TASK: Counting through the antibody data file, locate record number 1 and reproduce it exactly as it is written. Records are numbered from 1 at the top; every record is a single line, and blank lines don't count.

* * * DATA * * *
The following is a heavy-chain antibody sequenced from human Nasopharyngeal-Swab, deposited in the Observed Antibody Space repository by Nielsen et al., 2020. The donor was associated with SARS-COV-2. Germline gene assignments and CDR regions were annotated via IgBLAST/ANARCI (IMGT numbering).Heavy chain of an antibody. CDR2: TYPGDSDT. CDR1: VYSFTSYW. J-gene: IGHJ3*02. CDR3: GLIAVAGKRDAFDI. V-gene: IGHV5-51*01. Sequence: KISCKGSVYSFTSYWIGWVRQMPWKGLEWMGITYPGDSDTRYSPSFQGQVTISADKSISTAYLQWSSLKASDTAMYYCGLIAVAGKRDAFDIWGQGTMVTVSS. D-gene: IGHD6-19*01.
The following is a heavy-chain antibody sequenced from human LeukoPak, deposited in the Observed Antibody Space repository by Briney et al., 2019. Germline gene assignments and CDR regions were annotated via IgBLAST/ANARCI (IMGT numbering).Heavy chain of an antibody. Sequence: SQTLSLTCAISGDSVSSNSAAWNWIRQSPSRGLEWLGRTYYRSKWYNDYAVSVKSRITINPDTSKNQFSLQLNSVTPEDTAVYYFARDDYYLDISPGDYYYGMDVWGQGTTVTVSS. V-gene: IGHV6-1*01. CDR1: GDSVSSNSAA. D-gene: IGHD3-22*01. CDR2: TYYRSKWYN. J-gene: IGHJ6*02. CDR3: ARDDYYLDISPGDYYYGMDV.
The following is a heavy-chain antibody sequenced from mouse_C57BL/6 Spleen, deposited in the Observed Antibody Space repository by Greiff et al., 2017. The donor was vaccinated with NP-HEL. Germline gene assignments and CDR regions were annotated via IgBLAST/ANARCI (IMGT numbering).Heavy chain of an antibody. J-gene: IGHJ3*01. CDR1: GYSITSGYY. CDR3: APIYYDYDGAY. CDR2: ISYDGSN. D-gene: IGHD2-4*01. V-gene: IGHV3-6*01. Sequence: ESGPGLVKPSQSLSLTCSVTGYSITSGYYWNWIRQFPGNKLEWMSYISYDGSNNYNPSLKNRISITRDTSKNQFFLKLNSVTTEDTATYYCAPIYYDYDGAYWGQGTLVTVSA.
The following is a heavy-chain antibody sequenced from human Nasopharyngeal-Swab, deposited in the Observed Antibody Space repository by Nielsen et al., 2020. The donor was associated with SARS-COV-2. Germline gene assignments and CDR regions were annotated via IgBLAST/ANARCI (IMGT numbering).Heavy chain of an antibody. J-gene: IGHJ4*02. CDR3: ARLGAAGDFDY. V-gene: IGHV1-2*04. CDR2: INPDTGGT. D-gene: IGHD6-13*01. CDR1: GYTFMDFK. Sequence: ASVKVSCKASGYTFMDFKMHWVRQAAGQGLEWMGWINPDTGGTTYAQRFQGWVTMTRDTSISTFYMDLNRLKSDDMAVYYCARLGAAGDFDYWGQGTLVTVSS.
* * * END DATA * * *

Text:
The following is a heavy-chain antibody sequenced from human Nasopharyngeal-Swab, deposited in the Observed Antibody Space repository by Nielsen et al., 2020. The donor was associated with SARS-COV-2. Germline gene assignments and CDR regions were annotated via IgBLAST/ANARCI (IMGT numbering).Heavy chain of an antibody. CDR2: TYPGDSDT. CDR1: VYSFTSYW. J-gene: IGHJ3*02. CDR3: GLIAVAGKRDAFDI. V-gene: IGHV5-51*01. Sequence: KISCKGSVYSFTSYWIGWVRQMPWKGLEWMGITYPGDSDTRYSPSFQGQVTISADKSISTAYLQWSSLKASDTAMYYCGLIAVAGKRDAFDIWGQGTMVTVSS. D-gene: IGHD6-19*01.